Outside, it was dark, cold and drizzling. Inside, Julie Roberts was beaming like a lighthouse. Surrounded by friends, co-workers and TV cameras, she was celebrating her first gold album. The soiree took place Wednesday (Feb. 2) at the Mirror restaurant in Nashville.
As the guests eddied around the bar, embracing each other and munching hors d’oeuvres, a makeup man stood in a far corner, dabbing gingerly at Roberts’ already radiant face. Singer Joe Nichols breezed in briefly. He and Roberts share the same producer, Brent Rowan, who mingled in the crowd, accepting congratulations for his part in bringing in the gold. (A gold designation means that 500,000 albums have been shipped to record stores.) The album, Julie Roberts, was released last May.
Other celebrants included James Stroud and Luke Lewis, co-chairmen of Universal Music Group Nashville, which owns Roberts’ label, Mercury Records; Grand Ole Opry manager Pete Fisher; music publishing nabobs Gary Overton, Dale Bobo and Woody Bomar; and Roberts’ mother.
Stroud opened the formal part of the ceremonies by beckoning Roberts to the restaurant’s improvised stage.
“Ladies and gentlemen,” he said, “the greatest smile in music.” Noting that a gold record is increasingly hard to come by, Stroud told Roberts, “It’s a huge night for you and a huge night for us.”
Rick Murray, the Country Music Association’s senior director of strategic marketing, presented the singer a certificate of achievement and proclaimed, “Julie Roberts is truly America’s sweetheart.”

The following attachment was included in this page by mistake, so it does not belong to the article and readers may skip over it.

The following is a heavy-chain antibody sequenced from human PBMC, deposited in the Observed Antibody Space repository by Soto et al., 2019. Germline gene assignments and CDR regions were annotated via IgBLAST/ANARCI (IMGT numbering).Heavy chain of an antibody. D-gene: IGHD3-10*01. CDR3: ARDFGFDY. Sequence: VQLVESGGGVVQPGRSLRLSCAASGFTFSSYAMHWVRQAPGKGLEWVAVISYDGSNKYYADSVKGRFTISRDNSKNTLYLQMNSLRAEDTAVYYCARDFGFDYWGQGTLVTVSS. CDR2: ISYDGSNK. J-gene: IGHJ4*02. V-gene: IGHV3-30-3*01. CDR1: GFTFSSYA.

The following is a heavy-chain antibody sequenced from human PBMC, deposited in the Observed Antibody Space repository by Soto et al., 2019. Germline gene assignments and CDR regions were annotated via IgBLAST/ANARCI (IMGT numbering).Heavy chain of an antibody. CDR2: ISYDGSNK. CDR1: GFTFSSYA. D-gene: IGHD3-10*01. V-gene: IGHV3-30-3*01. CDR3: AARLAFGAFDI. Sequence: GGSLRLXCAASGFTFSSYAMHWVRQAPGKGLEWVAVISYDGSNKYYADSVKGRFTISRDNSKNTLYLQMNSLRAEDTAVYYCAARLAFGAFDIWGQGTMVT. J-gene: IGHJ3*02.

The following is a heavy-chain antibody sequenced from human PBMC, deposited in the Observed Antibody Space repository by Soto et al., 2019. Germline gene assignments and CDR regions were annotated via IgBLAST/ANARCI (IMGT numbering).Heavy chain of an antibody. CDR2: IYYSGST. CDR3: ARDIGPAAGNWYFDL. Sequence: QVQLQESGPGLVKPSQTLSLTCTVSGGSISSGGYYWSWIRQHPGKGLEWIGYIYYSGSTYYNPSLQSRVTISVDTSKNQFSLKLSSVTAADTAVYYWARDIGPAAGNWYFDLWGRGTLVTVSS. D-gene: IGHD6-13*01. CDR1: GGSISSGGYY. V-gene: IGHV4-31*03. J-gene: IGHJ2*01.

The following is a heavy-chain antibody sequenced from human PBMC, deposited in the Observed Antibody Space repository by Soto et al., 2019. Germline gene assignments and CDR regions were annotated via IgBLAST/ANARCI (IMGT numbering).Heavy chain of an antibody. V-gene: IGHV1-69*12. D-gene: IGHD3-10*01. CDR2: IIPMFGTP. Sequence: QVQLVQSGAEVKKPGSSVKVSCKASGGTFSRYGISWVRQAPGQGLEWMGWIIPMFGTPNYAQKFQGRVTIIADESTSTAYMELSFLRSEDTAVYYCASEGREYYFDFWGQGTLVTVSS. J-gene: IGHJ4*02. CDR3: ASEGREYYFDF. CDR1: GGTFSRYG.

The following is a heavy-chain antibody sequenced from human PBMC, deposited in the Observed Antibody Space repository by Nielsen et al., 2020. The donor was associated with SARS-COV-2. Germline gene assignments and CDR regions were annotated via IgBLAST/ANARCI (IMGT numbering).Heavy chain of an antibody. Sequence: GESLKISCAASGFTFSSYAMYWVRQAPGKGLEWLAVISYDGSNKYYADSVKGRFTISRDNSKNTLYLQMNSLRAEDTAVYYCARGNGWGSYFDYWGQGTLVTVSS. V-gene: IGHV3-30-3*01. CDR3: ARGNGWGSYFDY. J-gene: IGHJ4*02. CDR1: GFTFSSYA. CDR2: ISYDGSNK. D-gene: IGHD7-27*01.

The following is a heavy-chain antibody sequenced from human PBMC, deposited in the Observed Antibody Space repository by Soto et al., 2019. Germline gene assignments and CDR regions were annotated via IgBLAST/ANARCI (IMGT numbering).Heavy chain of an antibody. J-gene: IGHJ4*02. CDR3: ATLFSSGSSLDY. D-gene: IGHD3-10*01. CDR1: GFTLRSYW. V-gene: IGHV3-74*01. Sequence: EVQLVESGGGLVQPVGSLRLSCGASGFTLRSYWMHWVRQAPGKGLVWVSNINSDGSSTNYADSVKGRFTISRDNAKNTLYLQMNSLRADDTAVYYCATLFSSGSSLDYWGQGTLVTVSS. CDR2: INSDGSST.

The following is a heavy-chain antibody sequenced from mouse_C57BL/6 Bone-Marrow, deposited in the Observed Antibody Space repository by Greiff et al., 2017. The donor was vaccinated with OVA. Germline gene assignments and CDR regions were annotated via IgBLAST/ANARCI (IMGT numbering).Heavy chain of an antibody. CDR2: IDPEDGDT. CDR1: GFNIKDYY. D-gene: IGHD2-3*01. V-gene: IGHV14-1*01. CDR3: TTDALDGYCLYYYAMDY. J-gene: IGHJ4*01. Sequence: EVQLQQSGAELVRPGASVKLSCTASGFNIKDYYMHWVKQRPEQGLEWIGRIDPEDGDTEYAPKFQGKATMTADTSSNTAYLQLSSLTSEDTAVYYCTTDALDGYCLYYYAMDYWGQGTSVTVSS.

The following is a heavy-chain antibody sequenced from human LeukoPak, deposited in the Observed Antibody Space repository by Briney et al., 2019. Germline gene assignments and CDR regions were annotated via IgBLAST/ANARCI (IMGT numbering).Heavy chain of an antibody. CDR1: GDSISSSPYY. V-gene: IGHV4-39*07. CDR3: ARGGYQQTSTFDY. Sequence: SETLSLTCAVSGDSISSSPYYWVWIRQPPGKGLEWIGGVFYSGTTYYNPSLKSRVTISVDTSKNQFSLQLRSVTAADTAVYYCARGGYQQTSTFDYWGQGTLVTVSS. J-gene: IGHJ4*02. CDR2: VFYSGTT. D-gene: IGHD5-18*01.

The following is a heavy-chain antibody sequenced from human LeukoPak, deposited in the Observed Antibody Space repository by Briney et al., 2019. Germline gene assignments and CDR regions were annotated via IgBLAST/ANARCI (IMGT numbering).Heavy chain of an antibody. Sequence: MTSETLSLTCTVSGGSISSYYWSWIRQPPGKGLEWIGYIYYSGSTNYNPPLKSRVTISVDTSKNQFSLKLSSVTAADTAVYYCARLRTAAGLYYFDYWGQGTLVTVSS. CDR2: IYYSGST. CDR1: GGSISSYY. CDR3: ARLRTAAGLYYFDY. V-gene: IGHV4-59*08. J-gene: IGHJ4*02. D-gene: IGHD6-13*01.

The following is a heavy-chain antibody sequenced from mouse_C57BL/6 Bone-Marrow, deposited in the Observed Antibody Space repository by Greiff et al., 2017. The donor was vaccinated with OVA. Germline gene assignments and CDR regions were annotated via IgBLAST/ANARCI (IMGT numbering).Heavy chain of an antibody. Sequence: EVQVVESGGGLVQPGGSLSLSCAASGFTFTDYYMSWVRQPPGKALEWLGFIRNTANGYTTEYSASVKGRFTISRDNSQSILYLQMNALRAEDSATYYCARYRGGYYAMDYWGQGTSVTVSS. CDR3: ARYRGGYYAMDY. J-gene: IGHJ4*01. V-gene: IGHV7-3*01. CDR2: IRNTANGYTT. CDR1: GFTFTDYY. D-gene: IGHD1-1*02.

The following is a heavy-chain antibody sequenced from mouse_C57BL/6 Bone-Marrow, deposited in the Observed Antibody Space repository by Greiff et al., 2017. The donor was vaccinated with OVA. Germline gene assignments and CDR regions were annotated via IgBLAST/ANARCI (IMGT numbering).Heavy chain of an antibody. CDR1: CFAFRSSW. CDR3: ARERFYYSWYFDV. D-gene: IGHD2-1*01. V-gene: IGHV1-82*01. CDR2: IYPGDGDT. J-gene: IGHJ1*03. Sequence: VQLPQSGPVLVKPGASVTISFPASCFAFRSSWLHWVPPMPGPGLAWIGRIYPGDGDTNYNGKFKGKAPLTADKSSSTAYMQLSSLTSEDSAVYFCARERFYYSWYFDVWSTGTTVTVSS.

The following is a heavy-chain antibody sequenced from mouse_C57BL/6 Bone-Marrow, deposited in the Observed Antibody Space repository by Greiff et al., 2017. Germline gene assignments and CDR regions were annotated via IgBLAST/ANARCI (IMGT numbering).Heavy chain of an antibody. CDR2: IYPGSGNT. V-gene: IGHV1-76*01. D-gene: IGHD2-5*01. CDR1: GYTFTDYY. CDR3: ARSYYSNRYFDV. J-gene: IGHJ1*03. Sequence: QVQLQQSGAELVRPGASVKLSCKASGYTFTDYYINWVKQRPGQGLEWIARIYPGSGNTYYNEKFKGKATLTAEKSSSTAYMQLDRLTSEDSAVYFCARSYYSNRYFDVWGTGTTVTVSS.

Lewis assured the well-wishers that Roberts’ album had reached the gold level on its own merit. “As good as we are at the record company over there [on Music Row], this wasn’t a bag of tricks,” he said, apparently alluding to a recent newspaper story that revealed UMGN had boosted a Reba McEntire single to the top of the charts by buying airplay for it.
“Mama, look!” Roberts exclaimed when she was presented her gold-record plaque. The South Carolina native praised Rowan, who came to the stage to stand beside her, as “the first man who believed in me and didn’t tell me I should find another career.”
Then, looking out into the crowd, she said, “My other half is here tonight. She got here late from working at the factory. … She’s given me every penny she’s ever had to get this gold record.”
With that, she waved her mother, Sandra Roberts, an accountant, to the stage. Roberts also thanked Fisher for allowing her to sing on the Grand Ole Opry. “I’d play there every Saturday night if I were home,” she vowed.